Designing identities: reshaping the Balkans in the first two centuries: the case of Serbia

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Pantelic, Bratislav (2007) Designing identities: reshaping the Balkans in the first two centuries: the case of Serbia. Journal of Design History, 20 (2). pp. 131-144. ISSN 0952-4649

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Official URL: http://jdh.oxfordjournals.org/cgi/content/abstract/20/2/131


It is not an easy task to imagine one’s nation in the Balkans. The elusive and complex interrelation of ethnicities and shared traditions in this region is the result of centuries of mixing and blending in complex social and cultural processes. Upon such fluid cultural entities, formed around kinship-based communities and rather vague confessional affiliations, nation builders of the nineteenth century imposed ethnic and religious denominators. ‘National’ histories have since been written and traditions invented to impart ethnic uniqueness. In writing the story of the nation an imaginary of unique cultural heritage was developed by each of these groups and shaped into a design or aesthetic principle which was believed to be innate to the group or to echo ancient traditions. This article looks at some representative examples of the visual arts and architecture in Serbia to examine how national uniqueness has been visualized in interaction with some other groups of the region in the past two centuries and to understand how changing perceptions of ‘national’ or ‘ethnic’ designs have accompanied identity changes in this volatile region.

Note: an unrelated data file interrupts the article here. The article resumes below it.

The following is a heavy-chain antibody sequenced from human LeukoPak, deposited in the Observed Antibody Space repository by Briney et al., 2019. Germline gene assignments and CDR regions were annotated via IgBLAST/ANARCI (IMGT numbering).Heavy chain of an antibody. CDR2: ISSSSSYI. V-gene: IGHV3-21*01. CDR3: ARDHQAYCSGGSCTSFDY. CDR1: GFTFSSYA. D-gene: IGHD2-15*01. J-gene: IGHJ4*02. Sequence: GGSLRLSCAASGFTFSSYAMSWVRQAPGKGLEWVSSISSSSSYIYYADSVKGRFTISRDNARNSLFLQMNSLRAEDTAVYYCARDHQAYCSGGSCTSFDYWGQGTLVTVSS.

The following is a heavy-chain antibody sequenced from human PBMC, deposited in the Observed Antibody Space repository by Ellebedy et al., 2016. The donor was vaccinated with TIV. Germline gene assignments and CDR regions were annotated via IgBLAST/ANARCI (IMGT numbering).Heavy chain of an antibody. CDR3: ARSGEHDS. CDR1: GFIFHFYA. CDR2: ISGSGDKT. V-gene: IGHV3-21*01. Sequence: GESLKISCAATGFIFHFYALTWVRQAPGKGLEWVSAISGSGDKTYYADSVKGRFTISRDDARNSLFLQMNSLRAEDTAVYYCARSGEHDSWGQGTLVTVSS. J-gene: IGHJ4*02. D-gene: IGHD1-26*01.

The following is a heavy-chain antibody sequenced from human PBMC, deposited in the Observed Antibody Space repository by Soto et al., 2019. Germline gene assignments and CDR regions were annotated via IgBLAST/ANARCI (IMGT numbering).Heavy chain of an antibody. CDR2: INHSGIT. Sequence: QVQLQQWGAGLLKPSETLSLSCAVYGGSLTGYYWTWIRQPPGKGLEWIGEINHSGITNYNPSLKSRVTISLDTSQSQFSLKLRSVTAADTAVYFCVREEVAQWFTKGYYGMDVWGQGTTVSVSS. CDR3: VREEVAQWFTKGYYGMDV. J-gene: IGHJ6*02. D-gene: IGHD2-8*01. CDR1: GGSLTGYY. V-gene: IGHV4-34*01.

Item Type:Article
Subjects:D History General and Old World > DR Balkan Peninsula
ID Code:226
Deposited By:Bratislav Pantelic
Deposited On:15 Feb 2007 02:00
Last Modified:17 Sep 2019 13:59

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